Fully restored by Aston Engineering 1965 Aston Martin DB5 Sports Saloon Registration no. EWJ 400C Chassis no. DB5/1835/R Engine no. to be advised
'Like all classic GT cars, it combines enormous speed with comfort and the more you put into your driving, the more the car returns for your entertainment. And the DB5 really is entertaining to anyone who can exploit its outstanding performance, handling and brakes. It will also carry four people (just) and a fair amount of luggage so the merits of family transport (if need be) have not been entirely sacrificed to speed and elegant looks.' Motor.
Aston Martin's post-war evolution took a giant step forward with the launch of the DB4 in 1958. Classically proportioned, the Touring-designed body established an instantly recognisable look that would stand the marque in good stead until 1970. The engine was still an all-alloy, twin-overhead-camshaft, six but the old W O Bentley supervised 3.0-litre unit had been superseded by a new design by Tadek Marek. The new 3,670cc engine featured 'square' bore and stroke dimensions of 92mm, and developed its maximum power of 240bhp at 5,500rpm. The David Brown gearbox was a new four-speed all-synchromesh unit.
Touring's Superleggera body construction, which employed a lightweight tubular structure to support the aluminium-alloy body panels, was deemed incompatible with the DB2/4-type multi-tubular spaceframe, so engineer Harold Beach drew up an immensely strong platform type chassis. The DB2/4's trailing-link independent front suspension gave way to unequal-length wishbones while at the rear the DB4 sported a live axle located by a Watts linkage instead of its predecessor's Panhard rod.
Five series were built as the model gradually metamorphosed into the DB5 of 1963. The latter's distinctive cowled headlamps had first appeared on the DB4GT and the newcomer was the same size as the lengthened Series V DB4. The 3,995cc engine - first seen in the Lagonda Rapide - was mated to a four-speed overdrive-equipped gearbox; a proper ZF five-speed unit being an option at first and standardised later.
The DB5 was the first and remains the most famous of all the 'James Bond' Aston Martins, having appeared in no fewer than five movies of the series, beginning with Goldfinger in 1964. Equipped with rocket launchers and sundry other gadgets, 007's DB5 was finished in Silver Birch with red interior, in which specification it was later issued by Corgi Toys. Right-hand drive chassis number '1835/R' was completed on 23rd November 23 and first registered on 5th February 1965 as 'EWJ 400C'. The car originally left the factory finished in Caribbean Blue with dark blue leather interior, and records show that it was resident in the New England states of the USA for nearly 20 years.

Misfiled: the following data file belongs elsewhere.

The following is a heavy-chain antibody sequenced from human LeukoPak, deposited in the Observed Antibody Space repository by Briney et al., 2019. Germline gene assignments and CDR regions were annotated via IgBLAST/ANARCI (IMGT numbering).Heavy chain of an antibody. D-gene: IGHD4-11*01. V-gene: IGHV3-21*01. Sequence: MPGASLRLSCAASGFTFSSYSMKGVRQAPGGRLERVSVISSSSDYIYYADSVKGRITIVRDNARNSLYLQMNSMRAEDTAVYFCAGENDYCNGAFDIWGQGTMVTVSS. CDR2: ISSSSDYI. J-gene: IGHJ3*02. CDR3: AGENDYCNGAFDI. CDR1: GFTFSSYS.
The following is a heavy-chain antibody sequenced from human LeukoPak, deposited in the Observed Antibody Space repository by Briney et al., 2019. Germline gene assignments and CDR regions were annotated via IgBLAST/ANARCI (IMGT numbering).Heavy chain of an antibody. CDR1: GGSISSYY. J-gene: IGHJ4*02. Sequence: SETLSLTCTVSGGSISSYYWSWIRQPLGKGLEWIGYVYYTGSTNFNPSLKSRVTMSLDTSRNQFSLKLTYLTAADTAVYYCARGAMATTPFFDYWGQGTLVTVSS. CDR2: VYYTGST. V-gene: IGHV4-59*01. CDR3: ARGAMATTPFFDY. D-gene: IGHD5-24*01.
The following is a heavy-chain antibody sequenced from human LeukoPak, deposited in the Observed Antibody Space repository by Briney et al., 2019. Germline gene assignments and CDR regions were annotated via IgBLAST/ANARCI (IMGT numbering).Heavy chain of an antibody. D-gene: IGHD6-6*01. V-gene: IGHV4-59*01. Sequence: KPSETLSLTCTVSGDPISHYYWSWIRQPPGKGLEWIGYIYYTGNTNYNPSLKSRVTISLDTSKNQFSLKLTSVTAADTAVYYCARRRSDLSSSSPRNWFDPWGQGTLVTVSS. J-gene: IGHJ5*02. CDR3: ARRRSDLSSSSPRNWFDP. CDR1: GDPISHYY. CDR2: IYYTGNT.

The vehicle was purchased by the present owner in May 2007 from Aston New England (Mr Papadopoulos) and flown to Stansted Airport shortly afterwards. At that time it was finished in Cumberland Dark Grey metallic (picture in file) while the odometer reading was a believed genuine 68,510. There are service records on file for the period 2001 to 2005. Between October 2007 and August 2009, 'EWJ 400C' was subject to a complete 'last nut and bolt' strip down and full restoration by marque specialists Aston Engineering Ltd following a full detailed inspection carried out by Aston Engineering's Managing Director David Jack upon the car's arrival in the UK. The full restoration programme included upgrading the original matching-numbers engine to 4.2 litres capacity and unleaded specification. Engine rebuild records and dynamometer test sheets are on file together with all of Aston Engineering's invoices.
New replacement front body panels were produced by Bodylines and the car was subject to a full powder coating followed by Silver Birch paintwork, while the interior was re-trimmed in Charcoal Connolly leather. All original chromium plated and aluminium trim items were refurbished. In addition, the car was fitted with Aston Engineering's admired full air conditioning system together with period-style Kenwood CD/tuner and USB iPod connection with full hands-free Bluetooth devices, plus twin speakers to the rear parcel shelf.
Since delivery to the present owner, the car has covered approximately 6,000 miles including over 4,000 participating in the 2011 Enstall Classic in Austria at the invitation of Aston Martin Lagonda Ltd. Photographs of the Enstall Classic pictures are available on a USB stick together with a superb CD-ROM of all 371 pictures of Aston Engineering's complete rebuild. Described as in generally excellent condition, this fully restored DB5 is offered with aforementioned restoration and service records, current MoT/tax and Swansea V5C registration document.